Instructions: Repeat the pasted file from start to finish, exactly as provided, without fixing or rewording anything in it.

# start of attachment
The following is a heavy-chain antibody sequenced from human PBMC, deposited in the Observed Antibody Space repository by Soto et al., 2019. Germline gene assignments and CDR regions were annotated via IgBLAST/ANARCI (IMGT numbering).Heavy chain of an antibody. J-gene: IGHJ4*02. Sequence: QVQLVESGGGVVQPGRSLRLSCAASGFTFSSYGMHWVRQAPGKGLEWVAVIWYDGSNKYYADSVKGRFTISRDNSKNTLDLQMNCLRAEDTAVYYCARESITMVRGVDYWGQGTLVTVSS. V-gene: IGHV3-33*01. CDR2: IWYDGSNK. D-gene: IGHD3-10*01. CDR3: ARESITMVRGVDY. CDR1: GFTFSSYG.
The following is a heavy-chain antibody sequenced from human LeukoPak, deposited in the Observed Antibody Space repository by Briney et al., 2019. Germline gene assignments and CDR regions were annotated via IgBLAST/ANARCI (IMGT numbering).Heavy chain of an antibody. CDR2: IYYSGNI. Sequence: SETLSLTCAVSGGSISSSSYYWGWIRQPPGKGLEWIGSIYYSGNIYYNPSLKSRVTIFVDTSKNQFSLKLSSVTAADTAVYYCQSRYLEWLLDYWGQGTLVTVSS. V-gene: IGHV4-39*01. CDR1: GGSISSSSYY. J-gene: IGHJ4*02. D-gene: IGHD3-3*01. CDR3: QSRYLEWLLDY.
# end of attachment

The following is a heavy-chain antibody sequenced from human PBMC, deposited in the Observed Antibody Space repository by Soto et al., 2019. Germline gene assignments and CDR regions were annotated via IgBLAST/ANARCI (IMGT numbering).Heavy chain of an antibody. J-gene: IGHJ4*02. Sequence: QVQLVESGGGVVQPGRSLRLSCAASGFTFSSYGMHWVRQAPGKGLEWVAVIWYDGSNKYYADSVKGRFTISRDNSKNTLDLQMNCLRAEDTAVYYCARESITMVRGVDYWGQGTLVTVSS. V-gene: IGHV3-33*01. CDR2: IWYDGSNK. D-gene: IGHD3-10*01. CDR3: ARESITMVRGVDY. CDR1: GFTFSSYG.
The following is a heavy-chain antibody sequenced from human LeukoPak, deposited in the Observed Antibody Space repository by Briney et al., 2019. Germline gene assignments and CDR regions were annotated via IgBLAST/ANARCI (IMGT numbering).Heavy chain of an antibody. CDR2: IYYSGNI. Sequence: SETLSLTCAVSGGSISSSSYYWGWIRQPPGKGLEWIGSIYYSGNIYYNPSLKSRVTIFVDTSKNQFSLKLSSVTAADTAVYYCQSRYLEWLLDYWGQGTLVTVSS. V-gene: IGHV4-39*01. CDR1: GGSISSSSYY. J-gene: IGHJ4*02. D-gene: IGHD3-3*01. CDR3: QSRYLEWLLDY.